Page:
My name is Tim Kuhner– I’m an associate professor of law at the University of Auckland, New Zealand, the author of Capitalism v. Democracy (Stanford University Press 2014) and the co-editor of Democracy by the People (Cambridge University Press 2018). This website features my work on money in politics, corruption, and the relationship between the market and the state. 

These are troubling times for capitalism and democracy. Our era is characterized by radical inequality, rising levels of money in politics, frequent Supreme Court cases–such as Citizens United and McCutcheon–that strike down campaign finance reforms, and an overall crisis in confidence. The result is a new tyranny and a new era of political exclusion. Since assuming office, Donald Trump has taken things to a new level, establishing a kleptocracy.

The tremendous heights of money in politics trigger uncomfortable questions: Has our mode of government come to stand for economic liberty over political liberty? Have our political values been co-opted by economic values? Money as speech, limits on money in politics as censorship, corporations as citizens, democracy as a market… Have wealthy individuals and corporations obtained economic gains through political channels, undermining the rules of economic competition?

It is time to expose how constitutional rights of free speech, association, and citizenship have been reshaped to increase the power of wealthy actors and decrease the power of ordinary citizens. At the hands of the U.S. Supreme Court, a democratic constitution has morphed into a free market constitution. We must explore how and why this occurred. And we must examine the effects of these changes on both democracy and capitalism, for it too has been corrupted. Plutocracy and crony capitalism go hand in hand.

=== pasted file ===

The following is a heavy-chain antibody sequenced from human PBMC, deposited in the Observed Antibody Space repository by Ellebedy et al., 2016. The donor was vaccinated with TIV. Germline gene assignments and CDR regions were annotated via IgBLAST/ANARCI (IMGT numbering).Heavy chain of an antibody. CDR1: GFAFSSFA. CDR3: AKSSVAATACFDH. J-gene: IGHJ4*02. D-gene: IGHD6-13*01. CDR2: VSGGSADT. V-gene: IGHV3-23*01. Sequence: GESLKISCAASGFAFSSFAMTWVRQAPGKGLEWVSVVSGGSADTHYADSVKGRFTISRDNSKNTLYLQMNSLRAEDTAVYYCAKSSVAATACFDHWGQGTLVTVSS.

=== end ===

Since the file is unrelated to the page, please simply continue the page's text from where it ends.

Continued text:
This site is dedicated to discussing:

  • democracy in the age of capitalism
  • Citizens United, McCutcheon and their lines of cases going back to 1976
  • the financing of political campaigns, parties, and independent speech
  • money in politics as a means of political exclusion
  • the free market constitution
  • corporate political power
  • the corruption of democracy
  • the corruption of capitalism
  • consumer sovereignty
  • neoliberal jurisprudence
  • the relationship between liberty and equality
  • democratic integrity and political equality, treated by the Supreme Court as unconstitutional motivations
  • money as speech and corporations as citizens
  • the Roberts Court as the architect of American plutocracy and crony capitalism
  • political finance reform around the world

The events, publications, and blog entries found here aim to involve you in these fascinating, foundational issues of law and society.

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